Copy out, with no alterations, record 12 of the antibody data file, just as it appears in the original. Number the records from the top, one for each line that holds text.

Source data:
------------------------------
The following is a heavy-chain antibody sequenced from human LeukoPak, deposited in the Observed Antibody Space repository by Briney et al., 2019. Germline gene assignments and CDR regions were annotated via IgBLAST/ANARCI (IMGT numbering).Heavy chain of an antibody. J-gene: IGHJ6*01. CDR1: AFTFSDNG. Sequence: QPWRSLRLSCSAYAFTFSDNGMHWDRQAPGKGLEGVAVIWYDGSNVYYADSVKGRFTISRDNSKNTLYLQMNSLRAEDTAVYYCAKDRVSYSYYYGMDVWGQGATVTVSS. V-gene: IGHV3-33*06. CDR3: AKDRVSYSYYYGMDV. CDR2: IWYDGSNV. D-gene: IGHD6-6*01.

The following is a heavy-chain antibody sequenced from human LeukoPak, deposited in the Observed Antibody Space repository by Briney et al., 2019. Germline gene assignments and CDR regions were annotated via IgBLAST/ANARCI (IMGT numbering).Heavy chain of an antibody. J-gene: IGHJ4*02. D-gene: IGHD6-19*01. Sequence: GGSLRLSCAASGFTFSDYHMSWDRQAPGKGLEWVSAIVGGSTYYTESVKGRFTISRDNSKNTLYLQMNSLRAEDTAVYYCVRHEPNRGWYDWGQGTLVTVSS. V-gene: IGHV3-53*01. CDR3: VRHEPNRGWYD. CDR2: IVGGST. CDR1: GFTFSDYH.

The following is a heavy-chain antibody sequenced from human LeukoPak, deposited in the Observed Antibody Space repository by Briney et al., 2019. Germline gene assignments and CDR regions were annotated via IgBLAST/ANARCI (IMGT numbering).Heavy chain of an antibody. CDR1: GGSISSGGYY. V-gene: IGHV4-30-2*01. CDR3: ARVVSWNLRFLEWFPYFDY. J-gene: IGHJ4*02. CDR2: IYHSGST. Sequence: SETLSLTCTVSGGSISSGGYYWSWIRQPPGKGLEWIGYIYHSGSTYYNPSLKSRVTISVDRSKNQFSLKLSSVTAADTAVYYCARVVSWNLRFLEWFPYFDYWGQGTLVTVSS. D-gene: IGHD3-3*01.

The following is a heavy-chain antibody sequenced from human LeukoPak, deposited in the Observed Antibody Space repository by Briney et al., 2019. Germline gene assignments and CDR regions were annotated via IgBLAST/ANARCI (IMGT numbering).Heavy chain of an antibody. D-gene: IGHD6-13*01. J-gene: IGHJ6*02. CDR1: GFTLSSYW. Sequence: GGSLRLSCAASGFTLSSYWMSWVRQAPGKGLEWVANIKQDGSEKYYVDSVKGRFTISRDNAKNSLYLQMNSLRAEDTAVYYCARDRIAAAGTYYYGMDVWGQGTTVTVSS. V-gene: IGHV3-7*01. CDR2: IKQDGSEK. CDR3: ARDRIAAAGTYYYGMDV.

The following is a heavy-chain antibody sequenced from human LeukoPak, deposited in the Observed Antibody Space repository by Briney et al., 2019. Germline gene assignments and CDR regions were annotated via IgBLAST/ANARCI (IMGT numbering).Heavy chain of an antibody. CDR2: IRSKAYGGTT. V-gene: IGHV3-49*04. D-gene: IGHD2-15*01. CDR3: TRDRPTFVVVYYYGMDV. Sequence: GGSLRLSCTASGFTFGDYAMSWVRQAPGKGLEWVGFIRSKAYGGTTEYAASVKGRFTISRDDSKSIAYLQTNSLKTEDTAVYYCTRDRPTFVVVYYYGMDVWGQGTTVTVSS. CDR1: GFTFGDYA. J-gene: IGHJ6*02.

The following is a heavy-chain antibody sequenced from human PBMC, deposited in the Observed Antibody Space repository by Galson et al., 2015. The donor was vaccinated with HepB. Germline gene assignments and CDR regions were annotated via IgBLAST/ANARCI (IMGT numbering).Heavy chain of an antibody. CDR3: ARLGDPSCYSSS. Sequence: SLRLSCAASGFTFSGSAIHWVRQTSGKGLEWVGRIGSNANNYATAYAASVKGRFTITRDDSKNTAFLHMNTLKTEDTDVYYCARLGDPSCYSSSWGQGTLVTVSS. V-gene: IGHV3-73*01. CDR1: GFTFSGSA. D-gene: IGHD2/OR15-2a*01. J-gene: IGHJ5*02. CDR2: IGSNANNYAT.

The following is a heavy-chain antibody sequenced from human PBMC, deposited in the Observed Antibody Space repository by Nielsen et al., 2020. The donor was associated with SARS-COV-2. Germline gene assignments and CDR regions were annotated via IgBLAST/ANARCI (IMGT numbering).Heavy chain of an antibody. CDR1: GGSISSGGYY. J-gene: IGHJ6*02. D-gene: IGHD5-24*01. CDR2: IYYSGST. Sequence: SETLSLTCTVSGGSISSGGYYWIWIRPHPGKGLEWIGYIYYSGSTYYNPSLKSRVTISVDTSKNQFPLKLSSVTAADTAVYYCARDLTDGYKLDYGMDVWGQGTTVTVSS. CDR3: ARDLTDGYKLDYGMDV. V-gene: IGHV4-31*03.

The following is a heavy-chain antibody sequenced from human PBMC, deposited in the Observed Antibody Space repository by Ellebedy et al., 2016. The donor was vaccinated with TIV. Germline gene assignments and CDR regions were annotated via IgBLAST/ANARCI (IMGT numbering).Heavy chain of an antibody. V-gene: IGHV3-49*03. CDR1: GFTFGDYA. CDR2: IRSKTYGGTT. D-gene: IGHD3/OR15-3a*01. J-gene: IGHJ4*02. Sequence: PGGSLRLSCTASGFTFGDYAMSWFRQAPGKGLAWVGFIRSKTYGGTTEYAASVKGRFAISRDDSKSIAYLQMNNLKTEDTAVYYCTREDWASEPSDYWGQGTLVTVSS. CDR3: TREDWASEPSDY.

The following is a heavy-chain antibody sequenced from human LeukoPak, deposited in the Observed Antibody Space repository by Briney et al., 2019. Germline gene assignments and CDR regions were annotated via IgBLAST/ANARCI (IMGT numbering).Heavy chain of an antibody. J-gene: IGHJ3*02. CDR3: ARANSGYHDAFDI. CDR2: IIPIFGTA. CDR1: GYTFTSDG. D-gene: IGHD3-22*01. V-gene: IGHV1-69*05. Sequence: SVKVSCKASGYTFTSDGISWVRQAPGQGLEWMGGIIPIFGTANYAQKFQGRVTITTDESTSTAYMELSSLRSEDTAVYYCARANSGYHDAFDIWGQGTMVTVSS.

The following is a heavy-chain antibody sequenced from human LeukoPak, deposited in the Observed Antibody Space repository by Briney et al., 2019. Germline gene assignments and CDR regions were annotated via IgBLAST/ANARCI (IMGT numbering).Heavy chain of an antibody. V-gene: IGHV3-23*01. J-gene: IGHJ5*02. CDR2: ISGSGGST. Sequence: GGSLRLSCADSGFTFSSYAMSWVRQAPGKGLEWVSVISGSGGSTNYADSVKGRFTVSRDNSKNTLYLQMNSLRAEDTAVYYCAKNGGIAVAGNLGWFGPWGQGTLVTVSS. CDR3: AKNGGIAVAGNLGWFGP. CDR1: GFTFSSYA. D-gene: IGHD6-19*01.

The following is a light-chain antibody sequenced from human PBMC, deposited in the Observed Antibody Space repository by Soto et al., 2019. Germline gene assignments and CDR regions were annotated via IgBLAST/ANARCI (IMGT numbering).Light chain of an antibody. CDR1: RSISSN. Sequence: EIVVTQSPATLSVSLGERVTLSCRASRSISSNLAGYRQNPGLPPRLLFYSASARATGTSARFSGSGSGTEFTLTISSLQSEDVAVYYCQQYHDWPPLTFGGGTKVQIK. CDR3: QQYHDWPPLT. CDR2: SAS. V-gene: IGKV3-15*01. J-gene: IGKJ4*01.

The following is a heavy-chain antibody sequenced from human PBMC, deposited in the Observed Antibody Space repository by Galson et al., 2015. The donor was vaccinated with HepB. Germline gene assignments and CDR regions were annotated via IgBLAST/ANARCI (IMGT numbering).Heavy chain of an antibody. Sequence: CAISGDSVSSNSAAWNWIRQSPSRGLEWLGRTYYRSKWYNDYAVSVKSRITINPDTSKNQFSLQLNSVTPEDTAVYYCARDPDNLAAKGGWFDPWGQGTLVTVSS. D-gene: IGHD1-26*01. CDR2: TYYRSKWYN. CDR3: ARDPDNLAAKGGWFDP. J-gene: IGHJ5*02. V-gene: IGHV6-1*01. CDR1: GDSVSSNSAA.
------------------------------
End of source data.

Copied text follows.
The following is a heavy-chain antibody sequenced from human PBMC, deposited in the Observed Antibody Space repository by Galson et al., 2015. The donor was vaccinated with HepB. Germline gene assignments and CDR regions were annotated via IgBLAST/ANARCI (IMGT numbering).Heavy chain of an antibody. Sequence: CAISGDSVSSNSAAWNWIRQSPSRGLEWLGRTYYRSKWYNDYAVSVKSRITINPDTSKNQFSLQLNSVTPEDTAVYYCARDPDNLAAKGGWFDPWGQGTLVTVSS. D-gene: IGHD1-26*01. CDR2: TYYRSKWYN. CDR3: ARDPDNLAAKGGWFDP. J-gene: IGHJ5*02. V-gene: IGHV6-1*01. CDR1: GDSVSSNSAA.